While reading about linux I got the following:
Because stderr is not the same as stdout, error messages will still be seen on the terminal windows in the above example.
If you want to redirect stderr to a separate file, you use stderr’s file descriptor number (2), the greater-than sign (>), followed by the name of the file you want to hold everything the running command writes to stderr:
$ do_something 2> error-file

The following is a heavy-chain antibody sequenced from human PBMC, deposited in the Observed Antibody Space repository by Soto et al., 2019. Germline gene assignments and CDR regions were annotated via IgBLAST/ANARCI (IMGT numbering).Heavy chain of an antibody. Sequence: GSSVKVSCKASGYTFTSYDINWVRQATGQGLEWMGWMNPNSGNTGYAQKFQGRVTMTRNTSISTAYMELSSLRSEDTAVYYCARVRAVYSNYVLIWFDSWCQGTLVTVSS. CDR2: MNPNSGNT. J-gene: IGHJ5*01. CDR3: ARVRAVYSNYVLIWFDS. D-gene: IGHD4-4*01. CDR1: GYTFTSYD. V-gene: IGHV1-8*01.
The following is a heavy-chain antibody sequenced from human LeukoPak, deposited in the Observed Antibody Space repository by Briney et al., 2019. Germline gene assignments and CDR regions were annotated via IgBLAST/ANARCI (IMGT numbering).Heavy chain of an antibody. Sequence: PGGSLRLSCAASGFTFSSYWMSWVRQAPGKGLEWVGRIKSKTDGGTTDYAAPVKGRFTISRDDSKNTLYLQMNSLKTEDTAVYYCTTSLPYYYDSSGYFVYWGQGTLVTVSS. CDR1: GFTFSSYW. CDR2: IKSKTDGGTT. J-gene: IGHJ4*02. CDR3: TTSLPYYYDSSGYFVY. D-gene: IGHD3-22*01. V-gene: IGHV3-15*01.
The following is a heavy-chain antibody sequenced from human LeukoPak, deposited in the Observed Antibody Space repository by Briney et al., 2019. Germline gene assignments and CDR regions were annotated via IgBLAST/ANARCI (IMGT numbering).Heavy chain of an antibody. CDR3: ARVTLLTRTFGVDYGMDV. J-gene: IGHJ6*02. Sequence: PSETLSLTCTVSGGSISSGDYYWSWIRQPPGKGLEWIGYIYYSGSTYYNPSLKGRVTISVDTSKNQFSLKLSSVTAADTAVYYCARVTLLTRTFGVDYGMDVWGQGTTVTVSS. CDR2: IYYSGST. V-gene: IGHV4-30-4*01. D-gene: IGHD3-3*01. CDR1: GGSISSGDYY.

A special shorthand notation can be used to put anything written to file descriptor 2 (stderr) in the same place as file descriptor 1 (stdout): 2>&1
$ do_something > all-output-file 2>&1
bash permits an easier syntax for the above:
$ do_something >& all-output-file
do_something is some command. I am really not getting what is happening underneath in all 3 commands stated above. I know
& is used for making a process a background process, but I am not getting the logic. I am new to this flavor please Can someone explain this?